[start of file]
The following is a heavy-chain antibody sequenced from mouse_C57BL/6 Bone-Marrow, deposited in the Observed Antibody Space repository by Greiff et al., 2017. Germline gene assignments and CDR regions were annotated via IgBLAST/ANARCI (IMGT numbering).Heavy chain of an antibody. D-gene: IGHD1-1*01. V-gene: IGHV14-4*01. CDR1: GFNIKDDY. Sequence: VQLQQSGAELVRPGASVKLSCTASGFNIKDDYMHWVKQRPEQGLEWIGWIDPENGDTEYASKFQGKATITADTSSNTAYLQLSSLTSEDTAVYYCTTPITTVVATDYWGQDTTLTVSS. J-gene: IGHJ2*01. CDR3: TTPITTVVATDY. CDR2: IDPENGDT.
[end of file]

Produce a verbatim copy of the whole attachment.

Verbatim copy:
The following is a heavy-chain antibody sequenced from mouse_C57BL/6 Bone-Marrow, deposited in the Observed Antibody Space repository by Greiff et al., 2017. Germline gene assignments and CDR regions were annotated via IgBLAST/ANARCI (IMGT numbering).Heavy chain of an antibody. D-gene: IGHD1-1*01. V-gene: IGHV14-4*01. CDR1: GFNIKDDY. Sequence: VQLQQSGAELVRPGASVKLSCTASGFNIKDDYMHWVKQRPEQGLEWIGWIDPENGDTEYASKFQGKATITADTSSNTAYLQLSSLTSEDTAVYYCTTPITTVVATDYWGQDTTLTVSS. J-gene: IGHJ2*01. CDR3: TTPITTVVATDY. CDR2: IDPENGDT.